GREAT Pictures from the Democratic National Convention!

For some great images of diversity from the Democratic National Convention, refer to this great post at, The Audacity of Denver.

A few of the images that I liked, among the MANY on that web page:


Barack Obama: “Eight is Enough”

The reviews are in: Barack Obama gave an outstanding nomination acceptance speech last night at the close of the Democratic National Convention.

To me, this wasn’t Obama’s most moving or inspiring speech. His keynote address at the 2004 Convention was certainly more uplifting than this.

The distinguishing feature of this speech was its “meat and potatoes” content: it (a) laid out in detail what Obama would do if elected and (b) it made pointed attacks on the opposition.

This was not a motivational speech, but rather, a persuasive closing statement for why Barack Obama should be elected president. It made the stakes of the election clear. It showed who the good guys are, and who the bad guys are. It made the argument for change.

Two lines resonated with me. The first: “eight is enough.” Pop culture references like this one always add flavor to political speeches. For older voters, this is the kind of zinger that will stick in their heads. That’s going to make a great line for a t-shirt.

I also liked Obama’s comment that, based on McCain’s record of voting with Bush 90% of the time, American had a “ten percent chance of change” if McCain took office. For business professionals, that will be a catchy line.

The bottom line is, Obama made it absolutely clear why people should vote for him and against McCain. He gave specifics, he set goals. This wasn’t fluff.

Obama has made his case, and next week, McCain will make his. The battle is joined. Let the real campaigning begin.

Brief Convention Notes: Hillary, Forum on Black Politics, Michelle

It’s a sure sign of fame, when a person can be referred to by their first name, and everyone knows who is being talked about. So it is with Hillary Clinton and Michelle Obama.

I can’t be more emphatic: Hillary Clinton gave a great speech yesterday. It had so many memorable lines, it’s difficult to pick out any one or two of them as prominent. But these parts of her speech were especially memorable for me:

..I will always remember the single mom who had adopted two kids with autism, didn’t have health insurance and discovered she had cancer. But she greeted me with her bald head painted with my name on it and asked me to fight for health care.

I will always remember the young man in a Marine Corps t-shirt who waited months for medical care and said to me: “Take care of my buddies; a lot of them are still over there….and then will you please help take care of me?”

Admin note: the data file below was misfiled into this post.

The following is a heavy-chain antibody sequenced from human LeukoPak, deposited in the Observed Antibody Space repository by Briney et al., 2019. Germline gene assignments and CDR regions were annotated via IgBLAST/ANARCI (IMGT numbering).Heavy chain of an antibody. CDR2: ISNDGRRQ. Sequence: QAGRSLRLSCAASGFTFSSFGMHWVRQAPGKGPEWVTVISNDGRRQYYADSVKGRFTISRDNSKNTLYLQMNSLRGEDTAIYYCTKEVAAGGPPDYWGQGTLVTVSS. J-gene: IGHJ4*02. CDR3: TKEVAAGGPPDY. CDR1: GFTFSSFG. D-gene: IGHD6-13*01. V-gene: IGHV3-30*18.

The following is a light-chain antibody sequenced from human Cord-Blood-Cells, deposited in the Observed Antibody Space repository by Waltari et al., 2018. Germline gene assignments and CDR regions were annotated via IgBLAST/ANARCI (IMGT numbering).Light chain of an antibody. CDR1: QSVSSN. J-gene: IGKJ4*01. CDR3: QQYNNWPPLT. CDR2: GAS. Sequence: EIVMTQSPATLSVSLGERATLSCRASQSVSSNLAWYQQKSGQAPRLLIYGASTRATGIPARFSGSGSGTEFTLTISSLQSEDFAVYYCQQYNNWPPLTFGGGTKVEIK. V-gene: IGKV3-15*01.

I will always remember the boy who told me his mom worked for the minimum wage and that her employer had cut her hours. He said he just didn’t know what his family was going to do.

…I want you to ask yourselves: Were you in this campaign just for me? Or were you in it for that young Marine and others like him? Were you in it for that mom struggling with cancer while raising her kids? Were you in it for that boy and his mom surviving on the minimum wage? Were you in it for all the people in this country who feel invisible?

That struck a chord with me, as it no doubt will with many of Clinton’s female supporters.

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Why Do Blacks Vote for Democrats? Inclusion and Diversity.

{This is the second in the series, “Why do Blacks for Democrats?” The other two posts on this subject are:
• Why Do Blacks Vote for Democrats? See Jesse Helms.
• Why Do Blacks Vote for Democrats? MLK, JFK, and LBJ.}

Why do African Americans vote overwhelmingly for Democrats over Republicans? One reason is that the Democratic Party is representative of the America that black people see, and the Republican Party isn’t.

This is illustrated by the following two photographs. The first shows the early field of Republicans candidates for the 2008 Presidential election. The second shows the early field of Democratic candidates.

Republican Candidates for President, 2008 (not in order): California Rep. Duncan Hunter, former Arkansas Gov. Mike Huckabee, former Virginia Gov. Jim Gilmore, former Massachusetts Gov. Mitt Romney, Kansas Sen. Sam Brownback, Texas Rep. Ron Paul, Colorado Rep. Tom Tancredo, former Wisconsin Gov. Tommy Thompson, former New York City Mayor Rudy Giuliani, Arizona Sen. John McCain